Pratap Tambe explains how blockchain and distributed ledger technologies may be useful in the reinsurance value chain, using nuclear risk as an example
Insurers take on credit risk when they enter reinsurance contracts. To make matters more complex, the reinsurer may then enter retrocession contracts (possibly with further retrocession of their own), and/or insurance-linked securities contracts with capital market participants.
When this happens, the reinsurer takes on credit risk of its own; from the insurer’s perspective, its credit risk becomes diversified and reduces. At the same time, multiple layers of retrocession also make it possible for reinsurers to enter ‘loops’ in which they end up reinsuring their own risks, which can exacerbate credit risk for other parties in the chain.
With current market technology and solutions, it is very difficult for insurers to monitor the credit risk in a transparent manner and avoid such loops. Blockchain can help, although the exact shape and nature of this solution still needs to be debated in the industry.
Use case: nuclear pools
Nuclear risks are notoriously large, and no single player has adequate capital to cover the magnitude of the risk. To overcome this, ‘nuclear pools’ provide a mechanism through which multiple insurers, usually within the same country, can jointly underwrite a risk. These nuclear pools exist in many major insurance markets.
Inter-pool risk transfers are one option in the risk management toolkit for nuclear pools. However, the transferring country’s nuclear pool retains a high degree of credit risk unless the receiving country’s nuclear pool allocates capital to the transferred risk, or transfers the risk it cannot allocate capital for to yet another pool. At each step in the chain, the pool allocates capital to the part of the original insurance risk it retains and to its credit risk. Such onward inter-pool transfers thus increase the total capital allocated to the risk and reduce the credit risk for the original cedent.
Insurers maintain uncollectible reinsurance recovery reserves for the counterparty credit risk they face from their local nuclear pool reinsurer. Blockchain or distributed ledger technology (DLT) solutions can enable such insurers to receive instantaneous information about the credit quality of the onward reinsurance chain; with such information, if the inter-pool risk transfers have any value, they should reduce such reserves.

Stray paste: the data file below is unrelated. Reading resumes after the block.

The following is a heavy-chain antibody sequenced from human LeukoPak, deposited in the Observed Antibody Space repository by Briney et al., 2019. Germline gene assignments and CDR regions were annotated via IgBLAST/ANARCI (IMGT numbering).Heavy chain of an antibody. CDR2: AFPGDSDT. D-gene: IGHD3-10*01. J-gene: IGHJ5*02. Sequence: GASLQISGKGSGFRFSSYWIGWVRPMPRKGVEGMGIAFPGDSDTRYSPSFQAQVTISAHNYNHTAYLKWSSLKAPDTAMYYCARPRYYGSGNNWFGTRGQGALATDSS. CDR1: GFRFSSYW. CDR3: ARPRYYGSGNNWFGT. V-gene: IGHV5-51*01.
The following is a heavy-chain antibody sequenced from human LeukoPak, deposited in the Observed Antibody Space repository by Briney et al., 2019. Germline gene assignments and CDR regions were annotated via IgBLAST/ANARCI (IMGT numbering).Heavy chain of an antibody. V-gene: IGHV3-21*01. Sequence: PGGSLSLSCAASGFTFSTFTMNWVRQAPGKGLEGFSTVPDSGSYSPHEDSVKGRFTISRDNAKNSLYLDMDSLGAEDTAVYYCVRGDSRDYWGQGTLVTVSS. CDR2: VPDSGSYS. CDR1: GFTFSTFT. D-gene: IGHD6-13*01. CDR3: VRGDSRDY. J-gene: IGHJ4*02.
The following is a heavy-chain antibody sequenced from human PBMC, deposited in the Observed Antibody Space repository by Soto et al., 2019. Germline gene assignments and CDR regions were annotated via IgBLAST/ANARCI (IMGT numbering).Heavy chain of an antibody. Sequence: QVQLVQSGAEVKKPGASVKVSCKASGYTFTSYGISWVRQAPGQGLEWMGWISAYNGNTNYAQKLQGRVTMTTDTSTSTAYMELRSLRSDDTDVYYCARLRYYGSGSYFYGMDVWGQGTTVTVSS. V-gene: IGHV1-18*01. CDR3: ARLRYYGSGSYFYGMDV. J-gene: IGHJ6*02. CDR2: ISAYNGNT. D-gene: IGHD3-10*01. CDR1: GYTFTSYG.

A resilient and sustainable solution
Are blockchain or DLT solutions overkill for the seemingly simple task of passing information along the reinsurance chain? I don’t think so.
These solutions are uniquely resilient to climate challenges when it comes to delivering contract certainty. They automatically maintain multiple copies of the contract data and its full audit trail on the contract parties’ nodes, as well as other observer or regulator-type nodes; this decreases the risk of data loss in natural disasters. This might sound trivial, but it is not. As floods, hurricanes and extreme weather become more intense and frequent, ensuring a responsive and resilient risk transfer infrastructure for our biggest risks will be important. Centralised systems are much less resilient in this respect.
Proof-of-work algorithms, a class of algorithms associated with blockchains, have sparked some environmental concerns. However, most market solutions for reinsurance contract certainty use permissioned blockchains networks. In essence, permissioned blockchains are more efficient and cost-effective, and maintain the advantages of decentralised storage. The price of the efficiency is trust – and these networks are run with an understanding of collaboration, reflecting existing trust relationships within the (re)insurance industry.
The UK government recently announced that it will set up eight more nuclear plants. Nuclear energy is a critical part of a sustainable future, as a shock absorber for volatility in wind and solar energy supply. I have no doubt that, as climate events become more intense and frequent, other countries will also launch more nuclear plants. As the scale of nuclear risk increases in the world, the importance of contract certainty for nuclear risk transfers will increase further. The same thing applies to all pools, such as terrorism, natural catastrophe, pandemic, agriculture and energy. As risk rises globally, instantaneous contract certainty and low credit risk for risk transfer contracts across value chains is critical.
Pratap Tambe is head of banking, financial services and insurance cyber and blockchain consulting at Tata Consultancy Services
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